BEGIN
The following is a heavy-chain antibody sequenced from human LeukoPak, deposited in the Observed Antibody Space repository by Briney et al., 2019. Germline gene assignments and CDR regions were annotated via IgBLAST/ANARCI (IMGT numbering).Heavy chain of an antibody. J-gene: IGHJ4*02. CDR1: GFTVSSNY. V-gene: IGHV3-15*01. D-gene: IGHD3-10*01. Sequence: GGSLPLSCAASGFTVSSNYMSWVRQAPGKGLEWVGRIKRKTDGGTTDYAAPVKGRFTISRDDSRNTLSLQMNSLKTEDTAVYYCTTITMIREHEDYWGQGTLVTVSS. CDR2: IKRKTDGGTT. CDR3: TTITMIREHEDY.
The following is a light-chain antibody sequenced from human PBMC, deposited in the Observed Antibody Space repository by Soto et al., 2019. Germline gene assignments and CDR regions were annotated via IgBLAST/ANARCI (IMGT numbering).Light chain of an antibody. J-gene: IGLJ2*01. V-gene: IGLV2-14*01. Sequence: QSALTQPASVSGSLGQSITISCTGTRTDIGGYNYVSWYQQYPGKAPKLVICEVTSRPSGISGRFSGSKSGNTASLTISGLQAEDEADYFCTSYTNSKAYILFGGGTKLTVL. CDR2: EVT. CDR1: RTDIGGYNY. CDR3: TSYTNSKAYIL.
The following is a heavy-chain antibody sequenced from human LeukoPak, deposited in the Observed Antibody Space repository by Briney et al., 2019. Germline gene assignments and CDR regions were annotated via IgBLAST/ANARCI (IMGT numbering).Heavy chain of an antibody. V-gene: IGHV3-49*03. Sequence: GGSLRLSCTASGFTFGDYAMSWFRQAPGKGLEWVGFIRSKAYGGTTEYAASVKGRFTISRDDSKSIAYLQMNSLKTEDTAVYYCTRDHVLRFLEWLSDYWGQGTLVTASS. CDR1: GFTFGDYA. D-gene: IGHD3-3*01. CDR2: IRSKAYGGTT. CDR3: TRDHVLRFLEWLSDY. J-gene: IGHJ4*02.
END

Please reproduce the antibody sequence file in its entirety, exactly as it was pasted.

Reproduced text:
The following is a heavy-chain antibody sequenced from human LeukoPak, deposited in the Observed Antibody Space repository by Briney et al., 2019. Germline gene assignments and CDR regions were annotated via IgBLAST/ANARCI (IMGT numbering).Heavy chain of an antibody. J-gene: IGHJ4*02. CDR1: GFTVSSNY. V-gene: IGHV3-15*01. D-gene: IGHD3-10*01. Sequence: GGSLPLSCAASGFTVSSNYMSWVRQAPGKGLEWVGRIKRKTDGGTTDYAAPVKGRFTISRDDSRNTLSLQMNSLKTEDTAVYYCTTITMIREHEDYWGQGTLVTVSS. CDR2: IKRKTDGGTT. CDR3: TTITMIREHEDY.
The following is a light-chain antibody sequenced from human PBMC, deposited in the Observed Antibody Space repository by Soto et al., 2019. Germline gene assignments and CDR regions were annotated via IgBLAST/ANARCI (IMGT numbering).Light chain of an antibody. J-gene: IGLJ2*01. V-gene: IGLV2-14*01. Sequence: QSALTQPASVSGSLGQSITISCTGTRTDIGGYNYVSWYQQYPGKAPKLVICEVTSRPSGISGRFSGSKSGNTASLTISGLQAEDEADYFCTSYTNSKAYILFGGGTKLTVL. CDR2: EVT. CDR1: RTDIGGYNY. CDR3: TSYTNSKAYIL.
The following is a heavy-chain antibody sequenced from human LeukoPak, deposited in the Observed Antibody Space repository by Briney et al., 2019. Germline gene assignments and CDR regions were annotated via IgBLAST/ANARCI (IMGT numbering).Heavy chain of an antibody. V-gene: IGHV3-49*03. Sequence: GGSLRLSCTASGFTFGDYAMSWFRQAPGKGLEWVGFIRSKAYGGTTEYAASVKGRFTISRDDSKSIAYLQMNSLKTEDTAVYYCTRDHVLRFLEWLSDYWGQGTLVTASS. CDR1: GFTFGDYA. D-gene: IGHD3-3*01. CDR2: IRSKAYGGTT. CDR3: TRDHVLRFLEWLSDY. J-gene: IGHJ4*02.